General Motors has taken a series of steps over the past week underscoring its determination to weather a long strike and achieve a clear-cut victory over the United Auto Workers. As the impact of two local strikes in Flint, Michigan brought virtually all of the auto maker's North American operations to a halt, top management began digging in for a protracted struggle, while intensifying its public attack on the union.
Early last week GM filed a grievance against the UAW, claiming the strikes at a metal stamping plant and a Delphi components facility were illegal. The union had called the walkouts, GM claimed, not because management had violated local contract provisions, but because the union was seeking to shift the company's global investment strategy.
While the striking workers can attest to a host of health and safety violations and a growing backlog of unresolved grievances, they know that the central issue is precisely the company's policy of slashing jobs, demanding ever-greater productivity and shifting production from traditional auto centers like Flint to take advantage of cheaper labor elsewhere. But the UAW was quick to deny that it was contesting the company's prerogative over investment, manning and overall corporate planning.
GM followed up its grievance by beginning a 'cold' shutdown of the bulk of its North American facilities. The company announced this unusual measure, which halts normal maintenance of idled plants and cuts the flow of electricity to a bare minimum, with considerable fanfare. Its transparent aim was to intimidate the workers and turn the confrontation into a quasi-lockout.
At the same time GM Vice President Donald Hackworth, who is in charge of the company's manufacturing operations in North America, ordered his subordinates to carry out a 50 percent cut in all discretionary spending. Since the strike began June 5 at the metal stamping plant, Hackworth has issued thinly veiled threats that the struck plants could be permanently closed, and GM executives have circulated a letter to white-collar employees hinting the same thing. In Dayton, the manager at two GM brake factories mailed letters to the homes of 3,400 workers on the eve of a June 29 strike authorization vote, warning about 'the consequences a strike could have for our plants.'
Finally, on July 1, GM terminated health benefits for the 9,200 workers at the two striking Flint locals.
The company's bellicose tactics indicate it has decided to pursue the current confrontation until the union publicly and demonstratively abandons any pretense of opposition to its cost-cutting drive. To this end Hackworth has singled out what the company calls 'non-competitive' work rules in the engine cradle department of the metal stamping plant, demanding that the UAW give up long-standing conditions there.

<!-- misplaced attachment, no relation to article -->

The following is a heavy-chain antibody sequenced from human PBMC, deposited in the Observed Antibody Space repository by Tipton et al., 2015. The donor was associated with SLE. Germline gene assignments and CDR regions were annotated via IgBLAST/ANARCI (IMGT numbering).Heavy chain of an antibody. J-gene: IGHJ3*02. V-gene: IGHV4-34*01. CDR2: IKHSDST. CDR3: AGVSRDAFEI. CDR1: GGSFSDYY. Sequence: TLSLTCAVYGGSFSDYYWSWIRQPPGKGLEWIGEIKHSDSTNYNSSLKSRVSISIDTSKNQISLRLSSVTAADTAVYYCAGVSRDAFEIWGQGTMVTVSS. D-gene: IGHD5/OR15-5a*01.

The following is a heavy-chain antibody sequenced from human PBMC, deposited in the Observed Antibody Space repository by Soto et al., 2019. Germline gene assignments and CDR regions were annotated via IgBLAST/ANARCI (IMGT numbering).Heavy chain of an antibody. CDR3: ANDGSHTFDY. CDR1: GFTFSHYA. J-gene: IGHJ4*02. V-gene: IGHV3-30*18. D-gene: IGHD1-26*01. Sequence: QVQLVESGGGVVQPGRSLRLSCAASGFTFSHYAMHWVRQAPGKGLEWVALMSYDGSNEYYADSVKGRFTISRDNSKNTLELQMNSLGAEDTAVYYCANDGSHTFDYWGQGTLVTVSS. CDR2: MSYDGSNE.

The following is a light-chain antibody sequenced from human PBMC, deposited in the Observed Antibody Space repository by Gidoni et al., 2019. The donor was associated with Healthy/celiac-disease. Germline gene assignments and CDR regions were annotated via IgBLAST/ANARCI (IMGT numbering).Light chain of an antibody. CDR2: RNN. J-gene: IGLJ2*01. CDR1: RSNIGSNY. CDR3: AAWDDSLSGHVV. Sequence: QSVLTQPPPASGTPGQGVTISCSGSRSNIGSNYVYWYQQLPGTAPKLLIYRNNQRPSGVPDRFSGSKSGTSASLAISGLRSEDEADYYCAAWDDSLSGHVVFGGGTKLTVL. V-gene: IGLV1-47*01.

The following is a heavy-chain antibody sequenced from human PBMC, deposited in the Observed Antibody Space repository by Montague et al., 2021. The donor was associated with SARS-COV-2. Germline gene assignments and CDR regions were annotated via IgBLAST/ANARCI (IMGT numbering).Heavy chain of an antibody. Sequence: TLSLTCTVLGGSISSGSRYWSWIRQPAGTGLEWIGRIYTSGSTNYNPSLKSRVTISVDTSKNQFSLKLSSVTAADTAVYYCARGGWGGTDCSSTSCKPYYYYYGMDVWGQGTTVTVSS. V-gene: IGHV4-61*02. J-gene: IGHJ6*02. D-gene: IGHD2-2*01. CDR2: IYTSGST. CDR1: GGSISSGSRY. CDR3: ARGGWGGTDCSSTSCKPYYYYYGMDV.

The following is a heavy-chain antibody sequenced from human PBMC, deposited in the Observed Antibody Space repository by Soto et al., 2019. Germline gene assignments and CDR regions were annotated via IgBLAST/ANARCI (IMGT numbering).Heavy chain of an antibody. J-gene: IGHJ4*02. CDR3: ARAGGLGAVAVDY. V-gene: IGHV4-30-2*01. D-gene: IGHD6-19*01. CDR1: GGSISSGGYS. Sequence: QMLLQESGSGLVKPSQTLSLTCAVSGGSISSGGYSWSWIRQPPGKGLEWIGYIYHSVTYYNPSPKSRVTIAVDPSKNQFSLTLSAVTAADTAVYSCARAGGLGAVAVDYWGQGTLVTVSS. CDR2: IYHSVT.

There can be little doubt that GM has been preparing over a protracted period for just such a confrontation. It is responding with cold calculation to the realities of a global auto market that cannot absorb the present level of capacity. To put it more plainly, there are far too many plants with too many workers producing too many autos for the existing companies to continue to sell their vehicles at a profit.
In the coming shakeout in the industry, only a handful of truly global companies will survive. No company, not even GM, is immune from the pressure of the capitalist market. GM feels this pressure very directly in the impact on its share values from the moves of big investors around the world--mutual funds, insurance conglomerates, bankers and billionaire speculators. The New York Times accurately summed up the connection between GM's hard-nosed tactics and the demands being placed on the company by global investors: 'It must convince skeptical institutional investors and Wall Street analysts that a settlement here will allow it to shrink its work force at other factories without further costly strikes.'
Recent events, above all the merger of Daimler-Benz and Chrysler, have reinforced the sense of urgency in GM boardrooms and convinced management of the need to accelerate its program of downsizing and cost-cutting. GM proceeds ruthlessly in accordance with its interests as a capitalist concern, guided by a strategy worked out on the basis of a considered assessment of global conditions. It exploits to the fullest the lack of any comparable strategy or preparation on the part of the UAW leadership.
Las Vegas convention
highlights UAW's crisis
Last week, while GM was issuing threats and gearing up for a decisive fight, the UAW leadership was assembled in Las Vegas for the union's 32nd constitutional convention. The meeting presented the spectacle of an organization responsible for the fate of 770,000 workers, in the midst of a bitter struggle with the largest industrial corporation in the world, and incapable of formulating a coherent strategy to defend the interests of its membership.